The plane flight seemed short in comparison to the windy drive through the mountains to the beautiful lakeside village of Santiago Atitlan. I read through the volunteer orientation manual that had been emailed to me before departing from San Francisco and looked forward to meeting the hospital staff. On my first day of volunteering, I strolled a quarter of a mile down the street, with a short-cut through the coffee bean plants, to the recently constructed Hospitalito Atitlan (a beautiful building that was recently erected due to mud slides that destroyed the previous Hospitalito). Morning rounds took place promptly at 7:30 am and I was introduced to local hospital staff and other international volunteers. It was amazing to see how many health professional volunteers from various cities in the US and other countries abroad had congregated in this remote village in Guatemala to help the community.
My first day was spent orienting myself to the clinic: learning how the clinic flow worked, figuring out the buttons in Spanish on the ultrasound machine, becoming re-familiar with the traditional “spatula and spray” pap smears, and trying to recall basic Spanish phrases I learned from my brief medical school Spanish class. A medical student would typically accompany me in clinic and assist with the Spanish-to-English interpretation, however often the patient and her family members only spoke the local dialect of Tz’utujil so we would patiently wait for one of the hospital staff to help us with the Spanish to Tz’utujil translation. I found the majority of the hospital staff had many roles, such as the pharmacist whose responsibilities also included assisting patients with their follow-up appointments and billing.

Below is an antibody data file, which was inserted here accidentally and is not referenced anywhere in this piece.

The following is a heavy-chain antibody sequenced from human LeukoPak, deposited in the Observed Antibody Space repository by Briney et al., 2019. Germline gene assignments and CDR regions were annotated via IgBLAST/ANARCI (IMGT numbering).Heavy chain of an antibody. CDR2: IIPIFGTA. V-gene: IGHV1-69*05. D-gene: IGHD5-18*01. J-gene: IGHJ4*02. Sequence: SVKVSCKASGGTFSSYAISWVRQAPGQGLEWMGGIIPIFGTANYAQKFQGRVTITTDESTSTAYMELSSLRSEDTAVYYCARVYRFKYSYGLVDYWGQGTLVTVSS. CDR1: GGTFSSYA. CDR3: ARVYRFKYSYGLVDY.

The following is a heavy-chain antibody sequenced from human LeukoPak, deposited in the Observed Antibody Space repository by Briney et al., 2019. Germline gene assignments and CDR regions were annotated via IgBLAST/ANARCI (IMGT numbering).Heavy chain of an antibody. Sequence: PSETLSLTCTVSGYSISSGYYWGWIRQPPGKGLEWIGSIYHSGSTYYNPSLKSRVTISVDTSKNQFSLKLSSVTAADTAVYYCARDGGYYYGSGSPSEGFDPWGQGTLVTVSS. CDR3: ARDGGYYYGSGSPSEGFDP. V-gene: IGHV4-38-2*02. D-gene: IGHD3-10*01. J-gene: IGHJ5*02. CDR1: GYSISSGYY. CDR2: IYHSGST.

The second day on the job I was assigned to OB specialty clinic but a pregnant patient arrived in labor and her baby was breech by ultrasound. Most prenatal patients plan to deliver at home, but this patient was told during her prenatal care to come in to the hospital due to the unstable lie of the fetus. We consented her for a Cesarean section. The operating room was spotless. Her surgery and recovery were uncomplicated and she went home on post-op day two with her healthy baby boy.
Three weeks passed more quickly than I imagined and I learned what the true meaning of hard work is from the Guatemalan women I cared for. It was a wonderful experience learning about the beautiful culture and community that focuses on the family as a unit. I hope to return to Guatemala at some point in the future.